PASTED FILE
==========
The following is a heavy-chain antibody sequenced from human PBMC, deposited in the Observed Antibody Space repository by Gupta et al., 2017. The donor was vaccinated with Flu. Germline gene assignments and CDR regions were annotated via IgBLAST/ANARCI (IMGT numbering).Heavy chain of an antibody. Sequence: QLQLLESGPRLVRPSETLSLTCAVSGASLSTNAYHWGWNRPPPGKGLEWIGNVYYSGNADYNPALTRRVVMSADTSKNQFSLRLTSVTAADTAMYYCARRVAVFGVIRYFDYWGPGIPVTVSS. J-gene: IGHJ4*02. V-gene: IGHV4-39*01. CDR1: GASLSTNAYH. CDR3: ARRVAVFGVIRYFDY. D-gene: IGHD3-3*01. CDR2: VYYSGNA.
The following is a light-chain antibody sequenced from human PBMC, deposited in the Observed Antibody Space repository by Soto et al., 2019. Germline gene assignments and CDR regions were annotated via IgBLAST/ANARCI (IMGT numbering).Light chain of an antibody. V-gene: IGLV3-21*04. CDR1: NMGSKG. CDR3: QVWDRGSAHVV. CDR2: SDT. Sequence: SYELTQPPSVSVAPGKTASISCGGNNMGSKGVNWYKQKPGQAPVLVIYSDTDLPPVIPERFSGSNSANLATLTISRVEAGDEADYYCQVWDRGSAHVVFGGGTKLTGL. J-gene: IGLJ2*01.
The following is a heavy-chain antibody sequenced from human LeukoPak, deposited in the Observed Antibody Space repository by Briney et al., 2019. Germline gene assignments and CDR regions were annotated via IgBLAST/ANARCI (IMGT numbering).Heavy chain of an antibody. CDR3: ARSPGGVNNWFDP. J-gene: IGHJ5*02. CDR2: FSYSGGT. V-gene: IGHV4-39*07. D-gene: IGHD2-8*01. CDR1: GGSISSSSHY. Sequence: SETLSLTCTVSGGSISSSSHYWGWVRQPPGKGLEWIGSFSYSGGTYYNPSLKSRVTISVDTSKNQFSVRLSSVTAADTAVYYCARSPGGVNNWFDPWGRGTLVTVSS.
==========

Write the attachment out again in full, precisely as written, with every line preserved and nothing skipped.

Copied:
The following is a heavy-chain antibody sequenced from human PBMC, deposited in the Observed Antibody Space repository by Gupta et al., 2017. The donor was vaccinated with Flu. Germline gene assignments and CDR regions were annotated via IgBLAST/ANARCI (IMGT numbering).Heavy chain of an antibody. Sequence: QLQLLESGPRLVRPSETLSLTCAVSGASLSTNAYHWGWNRPPPGKGLEWIGNVYYSGNADYNPALTRRVVMSADTSKNQFSLRLTSVTAADTAMYYCARRVAVFGVIRYFDYWGPGIPVTVSS. J-gene: IGHJ4*02. V-gene: IGHV4-39*01. CDR1: GASLSTNAYH. CDR3: ARRVAVFGVIRYFDY. D-gene: IGHD3-3*01. CDR2: VYYSGNA.
The following is a light-chain antibody sequenced from human PBMC, deposited in the Observed Antibody Space repository by Soto et al., 2019. Germline gene assignments and CDR regions were annotated via IgBLAST/ANARCI (IMGT numbering).Light chain of an antibody. V-gene: IGLV3-21*04. CDR1: NMGSKG. CDR3: QVWDRGSAHVV. CDR2: SDT. Sequence: SYELTQPPSVSVAPGKTASISCGGNNMGSKGVNWYKQKPGQAPVLVIYSDTDLPPVIPERFSGSNSANLATLTISRVEAGDEADYYCQVWDRGSAHVVFGGGTKLTGL. J-gene: IGLJ2*01.
The following is a heavy-chain antibody sequenced from human LeukoPak, deposited in the Observed Antibody Space repository by Briney et al., 2019. Germline gene assignments and CDR regions were annotated via IgBLAST/ANARCI (IMGT numbering).Heavy chain of an antibody. CDR3: ARSPGGVNNWFDP. J-gene: IGHJ5*02. CDR2: FSYSGGT. V-gene: IGHV4-39*07. D-gene: IGHD2-8*01. CDR1: GGSISSSSHY. Sequence: SETLSLTCTVSGGSISSSSHYWGWVRQPPGKGLEWIGSFSYSGGTYYNPSLKSRVTISVDTSKNQFSVRLSSVTAADTAVYYCARSPGGVNNWFDPWGRGTLVTVSS.